Year:

  1.  5
    Syntactical Informational Structural Realism.Majid Davoody Beni - 2018 - Minds and Machines 28 (4):623-643.
    Luciano Floridi’s informational structural realism takes a constructionist attitude towards the problems of epistemology and metaphysics, but the question of the nature of the semantical component of his view remains vexing. In this paper, I propose to dispense with the semantical component of ISR completely. I outline a Syntactical version of ISR. The unified entropy-based framework of information has been adopted as the groundwork of SISR. To establish its realist component, SISR should be able to dissolve the latching problem. We (...)
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  2.  3
    An Analysis of the Interaction Between Intelligent Software Agents and Human Users.Christopher Burr, Nello Cristianini & James Ladyman - 2018 - Minds and Machines 28 (4):735-774.
    Interactions between an intelligent software agent and a human user are ubiquitous in everyday situations such as access to information, entertainment, and purchases. In such interactions, the ISA mediates the user’s access to the content, or controls some other aspect of the user experience, and is not designed to be neutral about outcomes of user choices. Like human users, ISAs are driven by goals, make autonomous decisions, and can learn from experience. Using ideas from bounded rationality, we frame these interactions (...)
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  3.  13
    Retracted Article: Habits, Priming and the Explanation of Mindless Action.Ezio Di Nucci - 2018 - Minds and Machines 28 (4):795-795.
  4.  3
    Grounds for Trust: Essential Epistemic Opacity and Computational Reliabilism.Juan M. Durán & Nico Formanek - 2018 - Minds and Machines 28 (4):645-666.
    Several philosophical issues in connection with computer simulations rely on the assumption that results of simulations are trustworthy. Examples of these include the debate on the experimental role of computer simulations :483–496, 2009; Morrison in Philos Stud 143:33–57, 2009), the nature of computer data Computer simulations and the changing face of scientific experimentation, Cambridge Scholars Publishing, Barcelona, 2013; Humphreys, in: Durán, Arnold Computer simulations and the changing face of scientific experimentation, Cambridge Scholars Publishing, Barcelona, 2013), and the explanatory power of (...)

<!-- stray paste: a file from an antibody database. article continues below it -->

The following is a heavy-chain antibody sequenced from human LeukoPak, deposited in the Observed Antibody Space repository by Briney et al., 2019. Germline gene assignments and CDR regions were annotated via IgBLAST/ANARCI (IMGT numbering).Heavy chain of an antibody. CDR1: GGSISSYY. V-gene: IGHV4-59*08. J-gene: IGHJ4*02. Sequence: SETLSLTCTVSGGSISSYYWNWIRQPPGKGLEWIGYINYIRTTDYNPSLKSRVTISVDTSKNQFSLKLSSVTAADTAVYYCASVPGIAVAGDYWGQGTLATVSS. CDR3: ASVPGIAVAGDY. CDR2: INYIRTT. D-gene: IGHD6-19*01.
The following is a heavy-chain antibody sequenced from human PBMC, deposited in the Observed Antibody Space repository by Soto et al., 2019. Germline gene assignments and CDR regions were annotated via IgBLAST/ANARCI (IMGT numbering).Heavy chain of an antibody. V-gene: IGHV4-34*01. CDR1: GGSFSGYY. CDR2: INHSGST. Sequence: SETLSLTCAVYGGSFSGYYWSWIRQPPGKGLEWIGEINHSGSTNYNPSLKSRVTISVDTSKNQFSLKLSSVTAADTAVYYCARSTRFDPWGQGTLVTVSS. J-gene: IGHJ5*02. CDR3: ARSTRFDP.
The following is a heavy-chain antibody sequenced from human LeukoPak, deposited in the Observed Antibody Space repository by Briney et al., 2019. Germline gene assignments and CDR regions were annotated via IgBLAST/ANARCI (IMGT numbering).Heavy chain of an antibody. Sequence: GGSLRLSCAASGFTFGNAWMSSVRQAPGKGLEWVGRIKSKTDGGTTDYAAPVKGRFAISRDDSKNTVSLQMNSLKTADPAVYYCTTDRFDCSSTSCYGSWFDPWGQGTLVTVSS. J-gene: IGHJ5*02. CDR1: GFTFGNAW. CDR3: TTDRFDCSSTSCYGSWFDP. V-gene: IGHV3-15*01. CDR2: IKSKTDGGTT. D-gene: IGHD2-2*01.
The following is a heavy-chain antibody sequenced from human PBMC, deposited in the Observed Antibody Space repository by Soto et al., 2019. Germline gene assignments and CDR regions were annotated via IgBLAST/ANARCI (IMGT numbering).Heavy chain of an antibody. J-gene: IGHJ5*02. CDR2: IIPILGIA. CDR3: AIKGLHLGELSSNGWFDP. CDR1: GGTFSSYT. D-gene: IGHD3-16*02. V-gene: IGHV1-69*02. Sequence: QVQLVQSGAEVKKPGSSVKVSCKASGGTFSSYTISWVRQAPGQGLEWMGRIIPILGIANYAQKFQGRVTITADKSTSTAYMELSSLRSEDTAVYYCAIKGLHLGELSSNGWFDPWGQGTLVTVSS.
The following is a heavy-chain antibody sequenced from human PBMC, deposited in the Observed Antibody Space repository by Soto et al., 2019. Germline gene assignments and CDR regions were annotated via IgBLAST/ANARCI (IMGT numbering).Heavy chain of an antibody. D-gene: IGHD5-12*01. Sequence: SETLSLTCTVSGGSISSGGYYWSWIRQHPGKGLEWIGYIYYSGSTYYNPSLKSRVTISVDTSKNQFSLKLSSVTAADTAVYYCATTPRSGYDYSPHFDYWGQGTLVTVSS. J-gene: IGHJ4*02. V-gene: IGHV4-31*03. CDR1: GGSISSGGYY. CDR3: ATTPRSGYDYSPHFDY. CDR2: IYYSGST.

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  5.  6
    AI4People—An Ethical Framework for a Good AI Society: Opportunities, Risks, Principles, and Recommendations.Luciano Floridi, Josh Cowls, Monica Beltrametti, Raja Chatila, Patrice Chazerand, Virginia Dignum, Christoph Luetge, Robert Madelin, Ugo Pagallo, Francesca Rossi, Burkhard Schafer, Peggy Valcke & Effy Vayena - 2018 - Minds and Machines 28 (4):689-707.
    This article reports the findings of AI4People, an Atomium—EISMD initiative designed to lay the foundations for a “Good AI Society”. We introduce the core opportunities and risks of AI for society; present a synthesis of five ethical principles that should undergird its development and adoption; and offer 20 concrete recommendations—to assess, to develop, to incentivise, and to support good AI—which in some cases may be undertaken directly by national or supranational policy makers, while in others may be led by other (...)
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  6.  3
    Info-Metrics for Modeling and Inference.Amos Golan - 2018 - Minds and Machines 28 (4):787-793.